7 Tips for Managing Projects Successfully as a Freelancer
Many of us have experience of managing our own projects for our businesses, but it’s a whole new ball game when you start managing projects on behalf of clients. It can feel overwhelming as you’re unsure of how to step in and take control. You might even be experiencing some of that pesky imposter syndrome!
So, in this blog, I want to share with you my top 7 tips for managing projects successfully as a freelancer and avoiding feeling dread or overwhelm when you boot up your laptop each morning.
1 – Make sure you understand the project brief
It might seem obvious but ensuring you know what is required of you is essential. It’s important to have a clear understanding of what’s expected of you, the deadlines and other relevant information before you get started. The danger of not having a good understanding is that you may come to some assumptions, start doing things that way and then find out that’s not what the client wanted at all.
Having a good understanding of the project will also make it easier to explain the project to other freelancers involved, and what’s expected of them. Without this, misunderstandings can easily occur needing more time and attention to put right.
2 – Clarify your role with the client
This might seem the same as understanding the project brief but there’s a slight difference here. We’re talking about what your client is expecting you to do when managing the project, i.e., do they want any or no involvement? Will they be setting deadlines or leaving that to you? How often are they expecting performance reports?
Creating a scope of work and referring to it within your contract ensures that both you and your client know where you stand and what’s expected of you. Without this, there’s always the risk of your client attempting to micromanage how you do things, breaking communication boundaries and expecting daily reports!
3 – Communication is critical
Communicating with the client on progress, receiving updates from team members, following up with suppliers and waiting for new information to come in…there are many parts of a project that can quickly fall apart when communication is weak.
Agreeing how communication will be managed and using the right tools (such as Slack) to do this from the outset is critical. Ensuring that everyone is clear on how to communicate and when and that any boundaries are clearly established to avoid those 11pm “urgent messages” is the best way to ensure a project’s success.
4 – Use the most suitable project management software
There are a wide variety of project management software options and apps out there and so in a recent blog, I gave you a “Project Management Software 101” rundown of what to look out for and some of the top contenders to consider.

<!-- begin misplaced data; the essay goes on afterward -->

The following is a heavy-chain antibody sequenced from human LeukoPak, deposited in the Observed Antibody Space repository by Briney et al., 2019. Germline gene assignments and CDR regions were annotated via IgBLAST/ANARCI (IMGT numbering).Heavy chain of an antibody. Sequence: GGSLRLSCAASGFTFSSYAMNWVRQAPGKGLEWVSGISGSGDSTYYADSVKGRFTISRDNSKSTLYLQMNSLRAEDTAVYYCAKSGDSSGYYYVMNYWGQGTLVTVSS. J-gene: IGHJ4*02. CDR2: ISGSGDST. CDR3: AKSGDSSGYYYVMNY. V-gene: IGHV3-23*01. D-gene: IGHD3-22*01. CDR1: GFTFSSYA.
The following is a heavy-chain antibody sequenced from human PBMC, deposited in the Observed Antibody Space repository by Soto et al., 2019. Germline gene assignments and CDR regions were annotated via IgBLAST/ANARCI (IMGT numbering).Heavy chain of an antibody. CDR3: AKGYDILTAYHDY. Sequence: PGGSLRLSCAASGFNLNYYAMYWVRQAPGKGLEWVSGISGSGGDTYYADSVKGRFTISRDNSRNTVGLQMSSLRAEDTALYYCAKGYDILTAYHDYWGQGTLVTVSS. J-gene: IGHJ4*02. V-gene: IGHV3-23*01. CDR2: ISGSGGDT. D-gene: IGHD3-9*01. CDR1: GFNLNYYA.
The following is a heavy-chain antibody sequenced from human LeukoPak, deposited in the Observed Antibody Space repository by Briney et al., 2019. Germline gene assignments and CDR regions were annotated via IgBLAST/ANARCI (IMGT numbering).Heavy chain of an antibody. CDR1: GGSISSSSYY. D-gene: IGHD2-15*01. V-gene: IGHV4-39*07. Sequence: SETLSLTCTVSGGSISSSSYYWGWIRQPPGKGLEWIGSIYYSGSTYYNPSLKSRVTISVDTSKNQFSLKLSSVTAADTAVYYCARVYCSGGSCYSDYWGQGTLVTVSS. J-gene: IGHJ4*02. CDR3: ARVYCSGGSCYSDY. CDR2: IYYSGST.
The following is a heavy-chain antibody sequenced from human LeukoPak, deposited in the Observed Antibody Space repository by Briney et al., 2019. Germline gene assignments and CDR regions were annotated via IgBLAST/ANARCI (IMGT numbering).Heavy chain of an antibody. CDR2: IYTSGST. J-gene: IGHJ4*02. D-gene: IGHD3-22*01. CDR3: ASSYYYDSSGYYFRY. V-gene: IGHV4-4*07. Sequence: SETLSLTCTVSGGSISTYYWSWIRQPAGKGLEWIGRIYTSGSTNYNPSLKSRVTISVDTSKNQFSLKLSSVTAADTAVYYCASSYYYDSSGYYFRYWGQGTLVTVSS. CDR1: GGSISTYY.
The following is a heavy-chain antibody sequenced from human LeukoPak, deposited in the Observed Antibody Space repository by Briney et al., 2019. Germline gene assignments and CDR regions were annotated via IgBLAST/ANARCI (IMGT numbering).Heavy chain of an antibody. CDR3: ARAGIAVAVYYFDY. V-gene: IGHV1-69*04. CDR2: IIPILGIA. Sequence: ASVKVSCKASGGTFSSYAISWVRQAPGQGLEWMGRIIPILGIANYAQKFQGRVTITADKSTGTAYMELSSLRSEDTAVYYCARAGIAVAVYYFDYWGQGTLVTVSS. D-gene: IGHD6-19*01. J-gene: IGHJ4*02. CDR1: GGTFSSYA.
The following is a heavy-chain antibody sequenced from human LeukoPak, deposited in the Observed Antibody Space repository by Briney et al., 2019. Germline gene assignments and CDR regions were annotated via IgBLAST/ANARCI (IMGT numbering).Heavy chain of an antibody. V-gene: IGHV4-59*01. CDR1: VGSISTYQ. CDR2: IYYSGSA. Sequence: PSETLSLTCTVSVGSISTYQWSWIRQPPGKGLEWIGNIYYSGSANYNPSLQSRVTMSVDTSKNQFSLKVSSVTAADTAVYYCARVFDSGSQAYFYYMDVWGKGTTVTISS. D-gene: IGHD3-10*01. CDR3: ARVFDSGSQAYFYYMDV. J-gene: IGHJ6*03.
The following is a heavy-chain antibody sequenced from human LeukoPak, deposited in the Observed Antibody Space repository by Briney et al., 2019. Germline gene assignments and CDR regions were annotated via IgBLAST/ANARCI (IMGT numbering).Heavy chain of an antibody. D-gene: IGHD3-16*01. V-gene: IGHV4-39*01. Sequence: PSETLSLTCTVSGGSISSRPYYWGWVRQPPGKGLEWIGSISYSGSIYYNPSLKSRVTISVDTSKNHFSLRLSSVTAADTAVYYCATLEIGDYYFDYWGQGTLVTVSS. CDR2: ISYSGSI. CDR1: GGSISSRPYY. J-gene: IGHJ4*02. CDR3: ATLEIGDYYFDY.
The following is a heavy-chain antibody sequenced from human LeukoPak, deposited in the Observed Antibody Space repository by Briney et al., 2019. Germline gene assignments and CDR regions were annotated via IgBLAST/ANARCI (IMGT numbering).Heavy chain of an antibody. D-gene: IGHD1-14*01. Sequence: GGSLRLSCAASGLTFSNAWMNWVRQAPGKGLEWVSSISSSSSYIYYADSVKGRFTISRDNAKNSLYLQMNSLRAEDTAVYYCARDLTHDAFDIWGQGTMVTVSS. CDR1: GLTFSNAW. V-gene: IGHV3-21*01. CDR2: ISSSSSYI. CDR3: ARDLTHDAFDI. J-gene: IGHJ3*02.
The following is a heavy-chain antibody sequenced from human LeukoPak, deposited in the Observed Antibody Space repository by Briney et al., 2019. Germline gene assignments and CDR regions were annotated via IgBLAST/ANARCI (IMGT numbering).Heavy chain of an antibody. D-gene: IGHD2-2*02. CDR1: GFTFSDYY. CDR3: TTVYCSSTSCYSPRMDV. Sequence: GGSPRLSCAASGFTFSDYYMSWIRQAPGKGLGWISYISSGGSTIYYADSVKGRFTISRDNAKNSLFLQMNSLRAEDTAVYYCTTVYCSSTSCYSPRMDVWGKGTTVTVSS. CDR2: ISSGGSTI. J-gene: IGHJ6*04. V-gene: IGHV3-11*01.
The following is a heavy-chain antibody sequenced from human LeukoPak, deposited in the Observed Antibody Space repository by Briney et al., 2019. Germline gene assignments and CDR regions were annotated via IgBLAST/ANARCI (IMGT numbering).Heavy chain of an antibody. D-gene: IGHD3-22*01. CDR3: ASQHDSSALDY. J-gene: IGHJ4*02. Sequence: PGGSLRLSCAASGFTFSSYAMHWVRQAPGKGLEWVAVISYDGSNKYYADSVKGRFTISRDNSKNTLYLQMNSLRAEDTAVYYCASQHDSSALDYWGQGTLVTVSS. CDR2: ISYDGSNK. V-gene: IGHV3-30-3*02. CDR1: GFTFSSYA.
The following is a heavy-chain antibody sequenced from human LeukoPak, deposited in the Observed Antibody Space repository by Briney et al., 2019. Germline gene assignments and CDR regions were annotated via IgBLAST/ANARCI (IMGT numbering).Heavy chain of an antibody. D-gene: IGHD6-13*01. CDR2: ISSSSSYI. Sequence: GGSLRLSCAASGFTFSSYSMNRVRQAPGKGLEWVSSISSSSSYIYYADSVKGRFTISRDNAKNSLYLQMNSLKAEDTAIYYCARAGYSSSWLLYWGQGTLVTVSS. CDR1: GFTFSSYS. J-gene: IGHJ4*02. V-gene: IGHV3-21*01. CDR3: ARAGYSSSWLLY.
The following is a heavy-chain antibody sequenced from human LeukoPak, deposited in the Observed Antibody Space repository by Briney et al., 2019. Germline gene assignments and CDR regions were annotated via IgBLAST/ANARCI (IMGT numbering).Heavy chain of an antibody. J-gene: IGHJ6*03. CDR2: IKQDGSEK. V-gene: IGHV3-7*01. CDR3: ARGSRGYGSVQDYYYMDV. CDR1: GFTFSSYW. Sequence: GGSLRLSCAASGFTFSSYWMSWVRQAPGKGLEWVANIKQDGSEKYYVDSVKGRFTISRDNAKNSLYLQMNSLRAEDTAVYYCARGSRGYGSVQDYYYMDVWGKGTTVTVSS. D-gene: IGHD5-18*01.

Being able to easily check in on how people are getting on with their tasks and deadlines, being able to chat quickly and easily, access to up-to-date documents and the ability to cross off tasks as they’re completed are my “must have features” for any project management software.
5 – Schedule regular team meetings in advance
When you’re outsourcing to a mixed team of freelancers it’s important that you’re able to all come together to discuss progress, issues and successes together. The problem, of course, is that as freelancers we’re often working with several clients/projects at the same time and finding time for “a quick meeting next week” isn’t the easiest thing to achieve!
Scheduling regular team members well in advance is important to ensure that everyone has them in their diary and can attend. It’s always better to schedule too many meetings and drop the unnecessary ones as they come up than to not diarise enough and struggle to find a time everyone can squeeze in an extra meeting.
6 – Be aware of potential risks and threats to the project
To make sure the project is a success, you need to have a good awareness of the potential risks that could throw it off course. From freelancer absences to red tape obstacles – what these risks look like will vary per project.
Consider each task, who’s responsible for it, the information needed, deadlines and other pertinent information and for each one, ask yourself “what happens if this goes wrong/doesn’t happen?”. Do you have a backup list of freelancers who can fill in at short notice? Can you move to other parts of the project if red tape holds you back in an area?
As you gain more experience managing projects, you’ll have a greater understanding of the potential for things to go wrong and how to put a contingency plan in place to prevent that from happening.
7 – Consider training in project management
If you aren’t trained in project management – it is definitely worth considering Prince 2 foundation or at least reading up on the key principles – https://www.prince2.com/uk/what-is-prince2 – especially if working with bigger companies.
Training can help you to improve your project management skills, be better at spotting risks and threats to a project and how to mitigate against them and how to improve on project assurance, support and controlling change too.
I hope you’ve found these project management tips to be useful, and they’ve given you some food for thought on how you can perhaps manage your next project better. Are there any tips I’ve left out? I’d love to hear your thoughts